Little Bud Cannabis Ltd. has an application to open a non-medical cannabis store at 1484 Johnston Rd., the former King Koin laundry building. Following a public hearing on Monday night, council voted to delay its decision on three applications for the uptown area, to allow time to absorb speakers’ input. (Aaron Hinks photo)

Little Bud Cannabis Ltd. has an application to open a non-medical cannabis store at 1484 Johnston Rd., the former King Koin laundry building. Following a public hearing on Monday night, council voted to delay its decision on three applications for the uptown area, to allow time to absorb speakers’ input. (Aaron Hinks photo)

White Rock council defers decision on cannabis-store applications

Delay will offer time to absorb input from Jan. 27 public hearing

White Rock council has decided to delay its decision on three non-medicinal cannabis-store applications for the uptown area.

The deferral votes came Monday night following more than two hours of public hearings on the applications, during which proponents and members of the public weighed in on the merits of a more liberalized approach to cannabis retailing in the city.

A majority of speakers seemed to favour allowing at least one of the proposed stores, although some residents persistently and repeatedly raised objections.

Coun. Scott Kristjanson – in moving the delay of final readings of the associated bylaws and temporary-use permits – said he was “concerned that we’re doing this right after the public hearings.”

He suggested council defer action “until we’ve had time to absorb the input we’ve had from people.”

Council endorsed Kristjanson’s motions 5 -1 with Coun. David Chesney casting the solitary ‘no’ vote.

“I didn’t hear anything tonight that would cause me to change the way I’d vote on this,” he said after the meeting.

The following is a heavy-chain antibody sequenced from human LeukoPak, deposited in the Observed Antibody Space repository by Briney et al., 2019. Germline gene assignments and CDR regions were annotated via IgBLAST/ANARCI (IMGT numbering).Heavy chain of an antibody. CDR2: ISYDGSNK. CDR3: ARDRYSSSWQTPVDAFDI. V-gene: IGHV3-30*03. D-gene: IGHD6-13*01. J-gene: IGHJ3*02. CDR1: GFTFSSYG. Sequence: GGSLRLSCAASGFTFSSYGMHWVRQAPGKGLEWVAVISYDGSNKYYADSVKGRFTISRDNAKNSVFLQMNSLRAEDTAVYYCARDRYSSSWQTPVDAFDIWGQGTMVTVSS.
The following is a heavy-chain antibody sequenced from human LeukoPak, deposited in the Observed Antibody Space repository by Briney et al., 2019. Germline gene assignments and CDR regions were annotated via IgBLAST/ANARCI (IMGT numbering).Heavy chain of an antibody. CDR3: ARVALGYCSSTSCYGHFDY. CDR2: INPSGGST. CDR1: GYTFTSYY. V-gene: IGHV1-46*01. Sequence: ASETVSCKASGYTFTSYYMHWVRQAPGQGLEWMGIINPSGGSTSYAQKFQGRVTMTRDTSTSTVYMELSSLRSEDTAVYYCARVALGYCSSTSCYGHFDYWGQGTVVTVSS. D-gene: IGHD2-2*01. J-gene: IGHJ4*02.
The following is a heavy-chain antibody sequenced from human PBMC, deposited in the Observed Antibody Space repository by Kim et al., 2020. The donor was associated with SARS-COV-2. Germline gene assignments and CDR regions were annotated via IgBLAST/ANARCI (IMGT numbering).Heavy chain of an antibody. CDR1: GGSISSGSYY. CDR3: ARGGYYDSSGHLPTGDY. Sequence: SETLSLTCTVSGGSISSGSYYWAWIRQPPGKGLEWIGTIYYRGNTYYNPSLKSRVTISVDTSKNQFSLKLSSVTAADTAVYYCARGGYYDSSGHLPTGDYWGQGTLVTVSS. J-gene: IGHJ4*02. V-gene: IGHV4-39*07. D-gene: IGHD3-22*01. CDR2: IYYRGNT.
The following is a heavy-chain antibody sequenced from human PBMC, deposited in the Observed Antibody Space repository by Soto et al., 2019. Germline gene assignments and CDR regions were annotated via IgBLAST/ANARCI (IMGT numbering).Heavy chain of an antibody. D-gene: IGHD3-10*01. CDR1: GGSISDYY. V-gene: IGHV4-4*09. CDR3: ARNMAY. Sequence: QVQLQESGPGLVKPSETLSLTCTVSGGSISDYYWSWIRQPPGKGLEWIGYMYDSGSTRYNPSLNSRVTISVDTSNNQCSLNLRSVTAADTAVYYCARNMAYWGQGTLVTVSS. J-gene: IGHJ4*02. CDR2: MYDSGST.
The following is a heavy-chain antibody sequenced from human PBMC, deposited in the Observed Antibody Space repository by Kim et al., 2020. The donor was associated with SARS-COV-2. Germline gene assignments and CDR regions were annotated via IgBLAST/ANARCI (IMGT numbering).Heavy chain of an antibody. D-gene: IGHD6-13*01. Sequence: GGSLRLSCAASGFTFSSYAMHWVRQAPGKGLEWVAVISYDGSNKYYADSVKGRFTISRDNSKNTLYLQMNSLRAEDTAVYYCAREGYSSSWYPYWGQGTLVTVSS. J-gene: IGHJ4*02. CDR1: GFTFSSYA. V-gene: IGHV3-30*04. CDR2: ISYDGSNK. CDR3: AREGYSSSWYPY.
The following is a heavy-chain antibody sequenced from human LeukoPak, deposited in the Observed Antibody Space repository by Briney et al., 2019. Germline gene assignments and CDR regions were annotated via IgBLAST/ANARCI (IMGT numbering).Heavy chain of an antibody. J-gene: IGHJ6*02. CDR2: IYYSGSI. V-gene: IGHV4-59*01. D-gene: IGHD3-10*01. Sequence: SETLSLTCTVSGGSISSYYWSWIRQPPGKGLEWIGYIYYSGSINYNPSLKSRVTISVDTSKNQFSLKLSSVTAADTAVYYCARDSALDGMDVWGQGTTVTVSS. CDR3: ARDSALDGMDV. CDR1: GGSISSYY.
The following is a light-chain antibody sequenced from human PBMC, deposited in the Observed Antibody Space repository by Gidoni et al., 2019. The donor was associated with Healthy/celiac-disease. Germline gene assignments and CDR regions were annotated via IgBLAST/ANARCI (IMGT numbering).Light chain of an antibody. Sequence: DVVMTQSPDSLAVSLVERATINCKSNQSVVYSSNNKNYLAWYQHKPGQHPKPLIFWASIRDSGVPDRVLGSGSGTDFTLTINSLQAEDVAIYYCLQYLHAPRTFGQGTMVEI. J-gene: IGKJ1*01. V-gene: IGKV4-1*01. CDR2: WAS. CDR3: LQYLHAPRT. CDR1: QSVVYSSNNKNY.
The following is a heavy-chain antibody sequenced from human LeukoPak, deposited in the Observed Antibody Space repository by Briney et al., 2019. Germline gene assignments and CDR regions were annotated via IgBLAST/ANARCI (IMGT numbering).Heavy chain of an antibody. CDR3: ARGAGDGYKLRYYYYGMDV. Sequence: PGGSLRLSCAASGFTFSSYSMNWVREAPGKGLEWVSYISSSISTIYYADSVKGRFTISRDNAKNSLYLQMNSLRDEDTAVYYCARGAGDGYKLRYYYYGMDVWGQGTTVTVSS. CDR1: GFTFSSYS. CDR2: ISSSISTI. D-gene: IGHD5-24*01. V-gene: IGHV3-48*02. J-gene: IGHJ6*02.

Among impassioned arguments council heard was that the presence of cannabis stores in the uptown area would directly impact the health (through allergic sensitivity) and peace of mind of residents, and that cannabis had directly contributed to the psychosis of a close family member.

Liudmila Glambinskiene, who is the proprietor of St. John’s Childcare Centre at St. John’s Presbyterian Church on George Street, said that one proposed store, only some 80-m from the daycare operation at the church, would negatively affect the children, while “the increase of cannabis consumption may cause public disturbances due to intoxication.”

Those in favour of the proposed stores asserted that they would be highly regulated, managed responsibly, with ID checks and no public consumption of products, and that their presence would actively discourage illegal distribution.

Council also delayed until their next regular meeting (scheduled for Feb. 10) any decision on a zoning amendment that would allow up to three cannabis stores in the area bounded by North Bluff Road, George Street, Thrift Avenue and Martin Street.

If approved, the amendment would remove the current regulation, approved by the previous council that has, to this point, required a 1,000-m separation between cannabis stores – effectively limiting the number of possible cannabis stores to one in the uptown area.

Among the applications the city must decide on is a BC Liquor Distribution Branch application for a 325-sq. m. space in the second phase of the Miramar Village development (15177 Thrift Ave.)

Also under consideration are applications for two private cannabis stores; one, at 1484 Johnston Rd., A Little Bud Cannabis Ltd. (in the former King Koin laundry premises), and the other, at 1550 Johnston Rd. (currently occupied by Health Express), which would be part of the Choom BC chain of stores.

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